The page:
Appscape

Which Health Apps Are Accurate and Safe?

Neil Chesanow

Disclosures

May 14, 2013

Introduction

For all the public hoopla about health, fitness, and medical apps, 2 large obstacles are blocking physician buy-in.

One is the overabundance of these apps: over 40,000, by some estimates. Finding the right app is like finding a needle in a haystack. The other is the lack of a certification process. Anyone can write a health, fitness, or medical app today, and just about anyone does. But whether a given app is accurate, functional, safe, and malware-free is anyone's guess.

That, at last, is about to change.

Happtique, a mobile health solutions company that maintains an online catalog of over 15,000 as-yet-unevaluated health, fitness, and medical apps, has taken on the Herculean task of separating the wheat from the chaff. It will do this by first having a technology firm scan the apps for malware and other security issues, and assess their interoperability. Physicians and other clinicians in relevant specialties will then evaluate the apps for functionality, user-friendliness, and content.

Apps that pass both the technical and clinical evaluations will then be designated "certified," meant to be a seal of approval. Happtique CEO Ben Chodor hastens to add that Happtique won't rate apps; rather, it seeks to set baseline standards for app performance, content, and safety. "We want to do what the American Dental Association did for toothpaste," he says. "They never picked Crest over Colgate. They said, 'These guys followed the standard for good toothpaste. You pick the flavor and tube you like best.'"

How App Certification Works

App certification was less an inspired idea than a client request. Happtique is the for-profit arm of the Greater New York Hospital Association, which includes over 250 hospitals in New York State. Member hospitals were finding their doctors and patients increasingly pressing to use health apps in patient care.

"A bunch of hospitals told us, 'We want to start engaging with patients through apps,'" Chodor recalls. "'But we're never letting a clinician of ours give an app to a patient unless it's been vetted by other clinicians. And then we'll pick the ones we like best."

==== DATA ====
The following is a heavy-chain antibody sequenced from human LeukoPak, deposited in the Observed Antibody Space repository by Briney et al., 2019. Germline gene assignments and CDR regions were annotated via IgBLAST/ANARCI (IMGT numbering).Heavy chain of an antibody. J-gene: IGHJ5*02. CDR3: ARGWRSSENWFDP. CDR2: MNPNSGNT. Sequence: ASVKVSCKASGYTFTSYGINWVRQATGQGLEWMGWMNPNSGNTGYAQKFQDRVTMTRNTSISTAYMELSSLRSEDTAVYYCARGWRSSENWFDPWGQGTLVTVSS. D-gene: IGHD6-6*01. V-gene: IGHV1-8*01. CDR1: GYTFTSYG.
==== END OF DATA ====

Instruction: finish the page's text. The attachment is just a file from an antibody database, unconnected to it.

How does Happtique recruit clinicians to serve as app evaluators? It doesn't. "We only work with professional societies," Chodor says. "We don't contract directly with physicians. Right now we're contracting with the Association of American Medical Colleges (in Washington, DC) and the Commission on Graduates of Foreign Nursing Schools, based in Philadelphia. By the time we launch around mid-May, we'll make 2 or 3 other partner announcements."

Two concept reviewers, selected by the professional societies under contract, then evaluate an app using 11 content standards and associated performance requirements developed by Happtique. "The deals we're working out with different societies are that if it's a cardiology app, cardiologists will review it. If it's a dermatology app, dermatologists will review it. The key is that the material is reviewed by experts in the field, not just general clinicians," Chodor says.

"The concept reviewers will look at the content using the app or device itself," notes Sandy Maliszewski, MSN, JD, MBA, Director of Happtique's Health App Certification Program. "It's not like they're looking at paper. They're actually living with the functionality of the app and how the content is presented to evaluate what we believe are some very minimal foundational starting points for content."

App content review is not akin to peer review of an article in a clinical journal. References, for example, need to be solid, but they don't necessarily need to be the "best" or most current in the judgment of the content reviewers. Once an app has been certified, it's then up to individual doctors to decide whether its approach to content in their specialty meets their needs.

But even a review process this basic should make it much easier for doctors and other providers to recommend apps to patients with greater confidence. For instance, over 130 apps for diabetes management are listed in Happtique's catalog -- a daunting number. Several have been approved by the US Food and Drug Administration, but the agency's concern is patient safety in app use. Content, functionality, and security issues aren't the focus.

It's likely that once these apps undergo Happtique's certification process -- which app developers are eager to submit to, seeking a seal of approval -- perhaps 15-30 apps will receive a thumbs-up, a more manageable number among which to comparison shop. The first 8-10 apps in several specialties are expected to be certified later on this month. Thereafter, app certification will be an ongoing process. The more partnerships Happtique forms, the faster it will proceed.

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